In The Opera Kitchen – Making Macarons


By Chef Jack Crawford-

French macarons are an awesome treat that is easy and fun to make.  It requires only a few simple ingredients, a little practice, and imagination to produce rainbow colors and delightful flavors.  These little almond meringue sandwiches make great desserts, treats, gift boxes contents, wedding favor, and light snacks.  The wide array of possible combinations keep people intrigued and excited, and the bite-size portions are perfect to compliment a diverse dessert buffet or stand on their own as a variety basket.

Even though they involve only a few simple steps, macarons can test the mettle of many a kitchen chef.  A great deal of successful macaron-making depends on solid basic techniques.  And properly executing each step in the process is vital to creating beautiful, tasty, and colorful macarons.

Always begin with the best ingredients, of course.  And the ingredients are very simple:  Almond meal (often called almond flour or ground almonds), confectioner’s sugar (powdered sugar), egg whites (best brought to room temperature), food colorings and flavorings which can include cocoa, coffee, cinnamon, saffron, and just about anything else you can imagine.  Other ingredients for the tasting fillings of the macarons can include sugar, butter, cream cheese, chocolate chips…  Again, you are limited only by your imagination.

IMG_0606Generally, even finely ground almond meal is too coarse to make perfect macarons.  To begin with, put your almond meal and confectioner’s sugar in a food processor and blend for about 30 – 45 seconds, until the mixture is fine and powdery.  Combining the sugar with the almonds will prevent the almond meal from pureeing into almond butter.  Using a fine mesh strainer, sift the powder into a bowl.  You will likely have little clumps of almond that still did not process enough.  These can be discarded, or you can process these small bits further in a clean spice grinder, and sift them again.  Don’t add the larger pieces of almonds to your mix; it will only give you poor quality macarons.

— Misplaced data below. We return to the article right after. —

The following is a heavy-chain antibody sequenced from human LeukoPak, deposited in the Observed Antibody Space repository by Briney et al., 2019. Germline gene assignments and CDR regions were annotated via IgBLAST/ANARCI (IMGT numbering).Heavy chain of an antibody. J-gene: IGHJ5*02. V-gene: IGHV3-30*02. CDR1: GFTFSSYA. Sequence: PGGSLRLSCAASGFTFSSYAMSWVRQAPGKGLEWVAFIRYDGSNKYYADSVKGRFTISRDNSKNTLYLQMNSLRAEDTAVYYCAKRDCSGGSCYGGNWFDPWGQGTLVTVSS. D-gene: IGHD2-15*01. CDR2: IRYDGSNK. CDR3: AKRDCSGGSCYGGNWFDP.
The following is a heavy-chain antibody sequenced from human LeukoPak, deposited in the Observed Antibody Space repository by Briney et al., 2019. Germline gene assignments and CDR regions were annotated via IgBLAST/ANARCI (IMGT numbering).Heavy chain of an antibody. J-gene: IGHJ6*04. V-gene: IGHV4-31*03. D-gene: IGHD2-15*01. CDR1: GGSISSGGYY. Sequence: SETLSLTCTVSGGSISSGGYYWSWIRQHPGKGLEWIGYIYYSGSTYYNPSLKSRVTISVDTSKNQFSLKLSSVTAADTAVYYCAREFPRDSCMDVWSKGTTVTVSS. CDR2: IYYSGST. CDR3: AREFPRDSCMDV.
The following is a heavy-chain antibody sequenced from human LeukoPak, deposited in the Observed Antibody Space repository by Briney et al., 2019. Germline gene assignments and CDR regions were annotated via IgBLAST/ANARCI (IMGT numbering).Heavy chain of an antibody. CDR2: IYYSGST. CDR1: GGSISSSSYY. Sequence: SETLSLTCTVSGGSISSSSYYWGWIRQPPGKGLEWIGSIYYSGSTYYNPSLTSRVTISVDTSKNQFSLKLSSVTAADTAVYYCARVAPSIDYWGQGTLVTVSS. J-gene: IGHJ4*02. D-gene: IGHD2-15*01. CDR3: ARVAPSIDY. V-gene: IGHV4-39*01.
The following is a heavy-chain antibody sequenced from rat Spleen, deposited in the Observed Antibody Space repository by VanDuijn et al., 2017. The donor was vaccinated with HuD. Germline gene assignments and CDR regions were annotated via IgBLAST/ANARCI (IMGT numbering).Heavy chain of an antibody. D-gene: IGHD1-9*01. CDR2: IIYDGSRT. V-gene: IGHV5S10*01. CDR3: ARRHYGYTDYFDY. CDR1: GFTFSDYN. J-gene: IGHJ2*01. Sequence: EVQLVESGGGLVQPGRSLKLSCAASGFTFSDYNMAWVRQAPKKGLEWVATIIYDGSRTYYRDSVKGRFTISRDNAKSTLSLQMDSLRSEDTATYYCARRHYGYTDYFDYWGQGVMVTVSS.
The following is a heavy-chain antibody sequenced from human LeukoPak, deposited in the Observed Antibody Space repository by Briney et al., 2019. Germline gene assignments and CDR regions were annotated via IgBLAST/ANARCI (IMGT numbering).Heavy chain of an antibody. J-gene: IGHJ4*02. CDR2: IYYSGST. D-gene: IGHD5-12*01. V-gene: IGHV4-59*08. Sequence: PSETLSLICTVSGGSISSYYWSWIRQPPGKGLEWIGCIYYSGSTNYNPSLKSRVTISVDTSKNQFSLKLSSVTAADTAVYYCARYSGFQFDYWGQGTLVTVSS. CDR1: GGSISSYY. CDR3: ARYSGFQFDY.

IMG_0616Use a hand mixer or a stand mixer to whip egg whites until they hold soft peaks.  Gradually add in confectioner’s sugar and vanilla extract (if using), and continue whipping until the whites are glossy and hold firm peaks.  Fold 1/3 of the almond mixture into the whipped egg whites using a rubber spatula.  Folding is an important step because you want to fully integrate the ingredients, but maintain the fluffy texture of the egg whites.  Gently fold in the second third of the almond mix, combine, and then fold in the last of the mix.  You will notice the meringue will get firmer as you incorporate the dry ingredients.  This is expected, and where practice will eventually make perfect.  The batter needs to be folded enough to loosen, but not to collapse and become runny.  Gently fold the batter over until smooth and glossy, and a ribbon-like stream of batter runs off the spatula, making very soft peaks that fall after about 30 seconds.  Under mixing will result in a batter that is too firm and macarons will not pipe smoothly, leaving peaks.  Over mixing, will result in a runny batter that will not hold its shape when piped, and not rise sufficiently when baked (No one’s automatically an expert at this, it takes practice and experience).